Art looks to enlighten all summer long

Enlightenment has struck in Seton Hall University’s Walsh Gallery with curator/artist Darren Jones’ new exhibition “Thunder Enlightening- Rituals, Then/Now.”

Jones’ latest exhibition compares human nature with historical and ritualistic objects to their contemporary counterparts. His previous exhibitions at Seton Hall include “Linear Thinking” (2012), “Windows@Walsh5.0” (2012) and “Untitled” (2013). Familiar with Seton Hall’s Catholic mission, Jones’ exhibition deals with matters of faith in present day society.

The gallery’s curator Jeanne Brasile explained the importance of each exhibition presented at Seton Hall University.

“‘Thunder Enlightening’ is a significant exhibition in that Jones is presenting a series of time-honored spiritual values and asks how they may be implicated in the present day,” Brasile said. “It reflects Seton Hall’s Catholic mission and the University’s call to build a life that is faithful to the past, while being open to the future.”

According to the description of the exhibit’s objects, the exhibit compares commonplace objects used in a college student’s daily routine to objects tied to past religious rituals. It also states that the dramatic changes in culture in secular societies are highlighted with a protein blender bottle compared to a religious chalice, sweatshirts to religious clothing and detailed books to a Mac Computer.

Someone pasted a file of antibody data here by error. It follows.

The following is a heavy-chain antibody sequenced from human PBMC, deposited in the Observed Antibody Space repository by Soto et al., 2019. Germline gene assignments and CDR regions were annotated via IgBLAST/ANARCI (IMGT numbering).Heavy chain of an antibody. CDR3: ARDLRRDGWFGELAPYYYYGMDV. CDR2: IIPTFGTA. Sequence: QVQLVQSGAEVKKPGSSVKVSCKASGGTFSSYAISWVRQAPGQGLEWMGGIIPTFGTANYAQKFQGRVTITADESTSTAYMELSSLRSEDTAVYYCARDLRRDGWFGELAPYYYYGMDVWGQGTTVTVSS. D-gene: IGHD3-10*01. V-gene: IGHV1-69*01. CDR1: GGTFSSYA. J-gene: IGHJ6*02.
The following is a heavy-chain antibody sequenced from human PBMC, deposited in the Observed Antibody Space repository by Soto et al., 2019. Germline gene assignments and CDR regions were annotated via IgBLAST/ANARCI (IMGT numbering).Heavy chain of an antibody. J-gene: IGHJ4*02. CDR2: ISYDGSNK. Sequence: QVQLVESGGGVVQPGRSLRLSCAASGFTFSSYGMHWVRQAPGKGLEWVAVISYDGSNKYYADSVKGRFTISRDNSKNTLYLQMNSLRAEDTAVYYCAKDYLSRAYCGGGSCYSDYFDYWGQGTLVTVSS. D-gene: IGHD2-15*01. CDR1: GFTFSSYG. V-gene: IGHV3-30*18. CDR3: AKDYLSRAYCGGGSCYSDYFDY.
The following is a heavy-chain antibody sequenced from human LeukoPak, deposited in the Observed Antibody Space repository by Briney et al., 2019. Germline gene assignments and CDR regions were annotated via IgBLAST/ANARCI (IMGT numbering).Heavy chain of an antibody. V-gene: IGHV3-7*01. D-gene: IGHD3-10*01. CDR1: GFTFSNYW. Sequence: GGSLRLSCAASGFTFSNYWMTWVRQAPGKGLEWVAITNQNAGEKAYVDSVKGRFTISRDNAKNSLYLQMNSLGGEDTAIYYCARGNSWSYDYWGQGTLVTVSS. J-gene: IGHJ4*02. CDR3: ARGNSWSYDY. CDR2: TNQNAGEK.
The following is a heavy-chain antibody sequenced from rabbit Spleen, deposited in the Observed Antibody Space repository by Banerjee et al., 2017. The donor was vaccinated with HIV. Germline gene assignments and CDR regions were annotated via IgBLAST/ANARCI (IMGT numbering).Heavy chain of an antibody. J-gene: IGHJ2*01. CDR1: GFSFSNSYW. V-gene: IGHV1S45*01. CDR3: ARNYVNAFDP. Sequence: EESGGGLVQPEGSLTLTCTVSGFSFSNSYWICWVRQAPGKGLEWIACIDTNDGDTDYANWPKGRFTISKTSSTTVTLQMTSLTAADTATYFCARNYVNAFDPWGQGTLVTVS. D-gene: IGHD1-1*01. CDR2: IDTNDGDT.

“Each of the tableaus functions in the tradition of momento mori, the medieval painting convention which reflects on mortality, especially as a means of considering the vanity of earthly life and the fleeting nature of earthly goods and pursuits,” Brasile said. “Momento mori were filled with symbols that emphasized Heaven, Hell and salvation of the soul in the afterlife.  I tend to see an exhibition as a whole organism, with each individual piece contributing to the overall theme.”

According to Brasile, this is an opportunity for reflection as the exhibit does not take a stance, but merely shows the present day difficulties society faces.

“In this instance, Jones is offering a series of tableaus that present some of the challenges of contemporary living and posits the ways that faith can help us navigate the difficulties presented by our fast-paced world,” Brasile said. “I think Seton Hall students are receptive and eager to see exhibitions that reflect Catholic values.”

Brasile reflected on Jones’ own interest in showing the exhibition in the hopes of creating reflection on the core ideas the exhibition explores, as well as a call to action for individuals to examine their own spirituality in contemporary life.

The exhibition is open Monday, June 1 to July 16 on Mondays through Thursdays at 10:30 a.m. to 4:30 p.m.

Stephanie Gomulka can be reached at

Author: Staff Writer

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